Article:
According to IHS, Philips Lumiblade was the world’s largest producer of OLED panels in 2014, so why is Philips now pulling out of the OLED industry?
Historically, the OLED lighting industry has struggled to enter the mass market, but there have been some recent notable success stores. For example, Seoul National University recently announced the installation of 1,100 LG OLED luminaires in their library, making it the largest OLED installation in the world.
LG, however, has also announced that it would delay the launch of new high efficiency 100lm/W OLED panels until next year, which indicates that while consumers might now be beginning to see the lighting benefits of OLED panels, the much anticipated tipping point for the technology is not yet ready for the market.
On the other hand, OLED displays are very much the “in thing” in the displays industry. Not only has Apple recently announced that, for the first time in any commercial Apple product, the company will use OLED displays in its newest smart watches, but Samsung also recently announced a $3.6 billion commitment to its OLED production and research line, splitting it out into a separate advanced-technology unit.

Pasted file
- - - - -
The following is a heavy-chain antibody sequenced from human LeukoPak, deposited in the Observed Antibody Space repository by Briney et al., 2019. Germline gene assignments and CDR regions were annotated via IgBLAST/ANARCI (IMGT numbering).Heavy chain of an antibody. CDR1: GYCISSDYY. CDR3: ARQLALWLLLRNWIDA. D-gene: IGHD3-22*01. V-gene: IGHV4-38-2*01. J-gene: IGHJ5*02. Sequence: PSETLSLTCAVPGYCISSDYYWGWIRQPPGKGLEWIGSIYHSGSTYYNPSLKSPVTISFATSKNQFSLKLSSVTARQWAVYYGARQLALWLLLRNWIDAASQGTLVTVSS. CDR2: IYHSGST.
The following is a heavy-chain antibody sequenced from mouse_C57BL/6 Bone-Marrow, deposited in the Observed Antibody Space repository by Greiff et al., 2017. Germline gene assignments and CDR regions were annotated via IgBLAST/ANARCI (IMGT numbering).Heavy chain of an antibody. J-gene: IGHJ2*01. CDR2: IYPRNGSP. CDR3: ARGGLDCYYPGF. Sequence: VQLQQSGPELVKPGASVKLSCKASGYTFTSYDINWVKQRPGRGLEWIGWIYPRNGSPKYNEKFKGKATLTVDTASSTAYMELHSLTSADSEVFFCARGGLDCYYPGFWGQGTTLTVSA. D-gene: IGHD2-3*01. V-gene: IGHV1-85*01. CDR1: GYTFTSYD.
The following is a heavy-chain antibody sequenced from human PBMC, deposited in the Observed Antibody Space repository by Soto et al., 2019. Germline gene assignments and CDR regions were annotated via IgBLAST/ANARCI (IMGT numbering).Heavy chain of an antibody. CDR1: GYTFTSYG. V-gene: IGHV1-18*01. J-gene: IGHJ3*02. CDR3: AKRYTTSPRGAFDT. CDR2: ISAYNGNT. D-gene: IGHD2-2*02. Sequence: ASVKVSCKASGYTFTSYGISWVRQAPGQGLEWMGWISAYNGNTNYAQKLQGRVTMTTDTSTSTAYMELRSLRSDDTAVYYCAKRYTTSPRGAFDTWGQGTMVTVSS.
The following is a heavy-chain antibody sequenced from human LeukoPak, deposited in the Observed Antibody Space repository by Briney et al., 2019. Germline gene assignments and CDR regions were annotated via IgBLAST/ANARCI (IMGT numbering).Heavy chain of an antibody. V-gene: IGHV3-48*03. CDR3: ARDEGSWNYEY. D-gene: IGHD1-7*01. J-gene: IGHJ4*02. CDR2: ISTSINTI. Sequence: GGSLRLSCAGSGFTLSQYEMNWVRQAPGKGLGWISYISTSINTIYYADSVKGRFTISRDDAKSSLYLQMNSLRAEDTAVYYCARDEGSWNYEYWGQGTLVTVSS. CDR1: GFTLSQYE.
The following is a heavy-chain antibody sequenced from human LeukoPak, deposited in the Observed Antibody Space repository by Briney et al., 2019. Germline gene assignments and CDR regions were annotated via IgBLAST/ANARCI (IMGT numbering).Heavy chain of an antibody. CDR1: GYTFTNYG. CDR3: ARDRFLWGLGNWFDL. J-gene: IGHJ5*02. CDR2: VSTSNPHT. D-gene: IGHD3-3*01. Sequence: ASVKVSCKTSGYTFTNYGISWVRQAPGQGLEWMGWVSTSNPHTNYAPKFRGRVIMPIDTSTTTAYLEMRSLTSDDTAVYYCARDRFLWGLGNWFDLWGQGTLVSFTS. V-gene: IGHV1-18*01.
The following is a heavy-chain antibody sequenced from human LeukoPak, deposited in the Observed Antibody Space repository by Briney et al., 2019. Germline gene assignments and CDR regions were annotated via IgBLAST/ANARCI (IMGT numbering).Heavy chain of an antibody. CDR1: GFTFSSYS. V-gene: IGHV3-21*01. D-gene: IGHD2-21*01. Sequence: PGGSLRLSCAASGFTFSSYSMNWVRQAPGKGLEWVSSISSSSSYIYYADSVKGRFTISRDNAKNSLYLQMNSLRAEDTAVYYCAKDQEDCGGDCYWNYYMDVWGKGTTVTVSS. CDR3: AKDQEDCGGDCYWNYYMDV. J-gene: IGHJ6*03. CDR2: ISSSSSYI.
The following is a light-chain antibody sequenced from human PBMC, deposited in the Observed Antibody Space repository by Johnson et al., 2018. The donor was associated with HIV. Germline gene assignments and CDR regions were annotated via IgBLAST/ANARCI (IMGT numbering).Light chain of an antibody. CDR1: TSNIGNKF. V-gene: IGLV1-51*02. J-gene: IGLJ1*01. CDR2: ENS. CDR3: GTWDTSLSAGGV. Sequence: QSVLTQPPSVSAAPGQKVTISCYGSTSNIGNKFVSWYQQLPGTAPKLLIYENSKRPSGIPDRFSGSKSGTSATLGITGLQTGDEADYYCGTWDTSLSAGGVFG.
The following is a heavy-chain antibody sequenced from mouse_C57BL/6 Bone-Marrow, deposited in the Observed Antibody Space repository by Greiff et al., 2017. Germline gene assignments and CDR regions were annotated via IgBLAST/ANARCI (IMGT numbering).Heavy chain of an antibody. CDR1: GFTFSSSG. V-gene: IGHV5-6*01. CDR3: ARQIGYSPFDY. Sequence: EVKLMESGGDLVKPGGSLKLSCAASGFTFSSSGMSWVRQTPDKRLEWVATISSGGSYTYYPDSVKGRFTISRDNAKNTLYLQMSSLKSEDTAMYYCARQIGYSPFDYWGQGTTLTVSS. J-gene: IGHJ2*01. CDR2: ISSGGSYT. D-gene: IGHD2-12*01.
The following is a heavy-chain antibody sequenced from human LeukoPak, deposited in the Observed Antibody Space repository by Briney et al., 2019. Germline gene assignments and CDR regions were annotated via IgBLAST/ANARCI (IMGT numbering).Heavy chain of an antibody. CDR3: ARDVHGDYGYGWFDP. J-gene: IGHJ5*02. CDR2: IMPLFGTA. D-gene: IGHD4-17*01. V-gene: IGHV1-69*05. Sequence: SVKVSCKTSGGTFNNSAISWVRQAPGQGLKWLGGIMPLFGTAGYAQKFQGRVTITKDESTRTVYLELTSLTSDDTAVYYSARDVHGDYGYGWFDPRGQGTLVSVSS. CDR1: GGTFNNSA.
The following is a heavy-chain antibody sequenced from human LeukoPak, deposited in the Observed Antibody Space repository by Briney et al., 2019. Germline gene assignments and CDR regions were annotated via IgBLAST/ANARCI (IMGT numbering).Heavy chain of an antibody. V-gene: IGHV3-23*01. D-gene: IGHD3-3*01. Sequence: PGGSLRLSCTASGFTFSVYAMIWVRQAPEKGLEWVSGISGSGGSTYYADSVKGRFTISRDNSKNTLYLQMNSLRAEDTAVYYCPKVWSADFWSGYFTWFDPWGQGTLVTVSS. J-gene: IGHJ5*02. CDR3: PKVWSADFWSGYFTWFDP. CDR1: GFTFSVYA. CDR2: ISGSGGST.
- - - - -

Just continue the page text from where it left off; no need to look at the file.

The overall short- to medium-term opportunities for the OLED lighting market remain in the balance. The reasoning behind Philips’s decision to exit the OLED market might simply be a case of priorities.
After all, Philips has experienced a year-over-year 3 percent decline in its lighting business. With an industry as volatile and unpredictable as OLED lighting, it is likely being sold so they can concentrate on slowing the decline of their core lighting business and strengthening their position in their growing LED lighting business. If the OLED lighting industry starts to take off in the future, however, we could eventually see an ex-Philips OLED business that directly competes with its former parent company.
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